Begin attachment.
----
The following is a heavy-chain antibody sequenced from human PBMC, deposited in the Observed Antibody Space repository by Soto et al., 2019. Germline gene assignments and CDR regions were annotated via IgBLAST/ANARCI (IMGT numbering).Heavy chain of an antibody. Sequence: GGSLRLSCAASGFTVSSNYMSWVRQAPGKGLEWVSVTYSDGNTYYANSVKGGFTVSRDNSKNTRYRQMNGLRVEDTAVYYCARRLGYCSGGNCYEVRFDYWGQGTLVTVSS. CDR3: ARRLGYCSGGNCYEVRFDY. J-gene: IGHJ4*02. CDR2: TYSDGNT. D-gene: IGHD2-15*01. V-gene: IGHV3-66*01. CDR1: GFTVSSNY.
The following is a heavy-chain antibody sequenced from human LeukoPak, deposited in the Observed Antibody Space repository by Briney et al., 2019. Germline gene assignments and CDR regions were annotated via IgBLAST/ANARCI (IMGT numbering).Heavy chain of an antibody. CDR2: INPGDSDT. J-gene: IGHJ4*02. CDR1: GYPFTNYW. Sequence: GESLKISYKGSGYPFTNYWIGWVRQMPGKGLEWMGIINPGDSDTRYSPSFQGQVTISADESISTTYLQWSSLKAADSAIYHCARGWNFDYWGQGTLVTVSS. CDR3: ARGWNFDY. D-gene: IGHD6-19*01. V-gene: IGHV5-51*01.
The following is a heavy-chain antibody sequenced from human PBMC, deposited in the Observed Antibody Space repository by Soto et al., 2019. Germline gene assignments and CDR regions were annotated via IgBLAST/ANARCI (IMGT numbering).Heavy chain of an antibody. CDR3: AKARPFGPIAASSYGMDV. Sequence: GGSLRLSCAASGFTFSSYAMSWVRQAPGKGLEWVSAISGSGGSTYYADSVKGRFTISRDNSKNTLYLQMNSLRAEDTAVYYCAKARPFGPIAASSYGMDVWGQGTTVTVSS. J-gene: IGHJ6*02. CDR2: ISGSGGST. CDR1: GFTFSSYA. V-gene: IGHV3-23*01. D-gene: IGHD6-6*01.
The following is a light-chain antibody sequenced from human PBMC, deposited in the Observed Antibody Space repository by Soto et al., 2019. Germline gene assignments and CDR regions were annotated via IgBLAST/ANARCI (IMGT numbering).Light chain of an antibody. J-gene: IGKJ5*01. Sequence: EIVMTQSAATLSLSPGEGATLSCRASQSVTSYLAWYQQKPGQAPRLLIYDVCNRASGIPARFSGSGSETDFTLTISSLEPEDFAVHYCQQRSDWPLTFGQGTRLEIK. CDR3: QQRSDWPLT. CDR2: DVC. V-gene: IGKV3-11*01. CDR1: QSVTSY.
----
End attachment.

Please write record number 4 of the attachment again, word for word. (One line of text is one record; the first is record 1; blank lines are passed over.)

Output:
The following is a light-chain antibody sequenced from human PBMC, deposited in the Observed Antibody Space repository by Soto et al., 2019. Germline gene assignments and CDR regions were annotated via IgBLAST/ANARCI (IMGT numbering).Light chain of an antibody. J-gene: IGKJ5*01. Sequence: EIVMTQSAATLSLSPGEGATLSCRASQSVTSYLAWYQQKPGQAPRLLIYDVCNRASGIPARFSGSGSETDFTLTISSLEPEDFAVHYCQQRSDWPLTFGQGTRLEIK. CDR3: QQRSDWPLT. CDR2: DVC. V-gene: IGKV3-11*01. CDR1: QSVTSY.